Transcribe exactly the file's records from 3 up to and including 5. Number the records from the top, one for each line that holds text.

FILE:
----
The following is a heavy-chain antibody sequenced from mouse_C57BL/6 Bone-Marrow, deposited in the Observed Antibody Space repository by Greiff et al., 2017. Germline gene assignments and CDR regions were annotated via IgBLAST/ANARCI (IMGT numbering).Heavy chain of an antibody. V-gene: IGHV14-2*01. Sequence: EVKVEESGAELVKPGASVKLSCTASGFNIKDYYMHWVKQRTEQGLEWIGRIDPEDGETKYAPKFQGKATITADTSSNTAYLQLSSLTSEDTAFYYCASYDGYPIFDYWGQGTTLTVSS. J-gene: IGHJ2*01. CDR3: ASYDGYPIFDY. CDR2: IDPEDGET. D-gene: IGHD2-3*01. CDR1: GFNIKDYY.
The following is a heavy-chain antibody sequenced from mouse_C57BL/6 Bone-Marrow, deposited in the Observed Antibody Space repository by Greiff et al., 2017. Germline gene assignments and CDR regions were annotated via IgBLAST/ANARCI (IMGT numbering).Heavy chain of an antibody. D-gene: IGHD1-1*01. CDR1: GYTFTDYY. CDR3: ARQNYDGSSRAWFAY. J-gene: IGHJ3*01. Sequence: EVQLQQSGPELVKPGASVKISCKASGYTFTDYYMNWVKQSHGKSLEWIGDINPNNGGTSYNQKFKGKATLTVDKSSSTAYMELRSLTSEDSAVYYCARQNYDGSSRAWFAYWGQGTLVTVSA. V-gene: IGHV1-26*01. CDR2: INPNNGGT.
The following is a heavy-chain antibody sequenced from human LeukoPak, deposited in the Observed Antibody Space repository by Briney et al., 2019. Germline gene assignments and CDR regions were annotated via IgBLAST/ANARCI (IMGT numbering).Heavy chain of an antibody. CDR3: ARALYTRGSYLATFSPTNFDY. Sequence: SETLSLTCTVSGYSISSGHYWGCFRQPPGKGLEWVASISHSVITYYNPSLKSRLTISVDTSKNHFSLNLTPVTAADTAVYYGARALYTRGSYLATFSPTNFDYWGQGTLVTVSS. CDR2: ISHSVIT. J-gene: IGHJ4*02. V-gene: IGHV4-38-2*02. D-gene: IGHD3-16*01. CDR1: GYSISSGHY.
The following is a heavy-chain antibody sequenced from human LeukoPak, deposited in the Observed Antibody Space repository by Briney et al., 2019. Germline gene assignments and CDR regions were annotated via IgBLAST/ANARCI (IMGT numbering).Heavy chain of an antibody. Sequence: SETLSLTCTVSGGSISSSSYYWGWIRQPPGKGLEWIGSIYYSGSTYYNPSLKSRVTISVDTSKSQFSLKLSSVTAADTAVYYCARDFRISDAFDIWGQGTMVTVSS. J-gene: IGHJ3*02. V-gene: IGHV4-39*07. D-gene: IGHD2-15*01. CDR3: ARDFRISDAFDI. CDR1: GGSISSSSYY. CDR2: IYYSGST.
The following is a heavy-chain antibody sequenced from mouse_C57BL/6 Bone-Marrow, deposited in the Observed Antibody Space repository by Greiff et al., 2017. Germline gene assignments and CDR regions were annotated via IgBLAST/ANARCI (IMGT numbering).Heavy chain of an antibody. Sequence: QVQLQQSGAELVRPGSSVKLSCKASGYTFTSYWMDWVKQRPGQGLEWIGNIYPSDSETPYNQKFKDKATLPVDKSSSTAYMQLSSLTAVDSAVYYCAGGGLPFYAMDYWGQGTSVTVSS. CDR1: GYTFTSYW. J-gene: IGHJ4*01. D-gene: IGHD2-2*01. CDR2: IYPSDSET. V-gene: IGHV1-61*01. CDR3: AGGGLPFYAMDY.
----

The following is a heavy-chain antibody sequenced from human LeukoPak, deposited in the Observed Antibody Space repository by Briney et al., 2019. Germline gene assignments and CDR regions were annotated via IgBLAST/ANARCI (IMGT numbering).Heavy chain of an antibody. CDR3: ARALYTRGSYLATFSPTNFDY. Sequence: SETLSLTCTVSGYSISSGHYWGCFRQPPGKGLEWVASISHSVITYYNPSLKSRLTISVDTSKNHFSLNLTPVTAADTAVYYGARALYTRGSYLATFSPTNFDYWGQGTLVTVSS. CDR2: ISHSVIT. J-gene: IGHJ4*02. V-gene: IGHV4-38-2*02. D-gene: IGHD3-16*01. CDR1: GYSISSGHY.
The following is a heavy-chain antibody sequenced from human LeukoPak, deposited in the Observed Antibody Space repository by Briney et al., 2019. Germline gene assignments and CDR regions were annotated via IgBLAST/ANARCI (IMGT numbering).Heavy chain of an antibody. Sequence: SETLSLTCTVSGGSISSSSYYWGWIRQPPGKGLEWIGSIYYSGSTYYNPSLKSRVTISVDTSKSQFSLKLSSVTAADTAVYYCARDFRISDAFDIWGQGTMVTVSS. J-gene: IGHJ3*02. V-gene: IGHV4-39*07. D-gene: IGHD2-15*01. CDR3: ARDFRISDAFDI. CDR1: GGSISSSSYY. CDR2: IYYSGST.
The following is a heavy-chain antibody sequenced from mouse_C57BL/6 Bone-Marrow, deposited in the Observed Antibody Space repository by Greiff et al., 2017. Germline gene assignments and CDR regions were annotated via IgBLAST/ANARCI (IMGT numbering).Heavy chain of an antibody. Sequence: QVQLQQSGAELVRPGSSVKLSCKASGYTFTSYWMDWVKQRPGQGLEWIGNIYPSDSETPYNQKFKDKATLPVDKSSSTAYMQLSSLTAVDSAVYYCAGGGLPFYAMDYWGQGTSVTVSS. CDR1: GYTFTSYW. J-gene: IGHJ4*01. D-gene: IGHD2-2*01. CDR2: IYPSDSET. V-gene: IGHV1-61*01. CDR3: AGGGLPFYAMDY.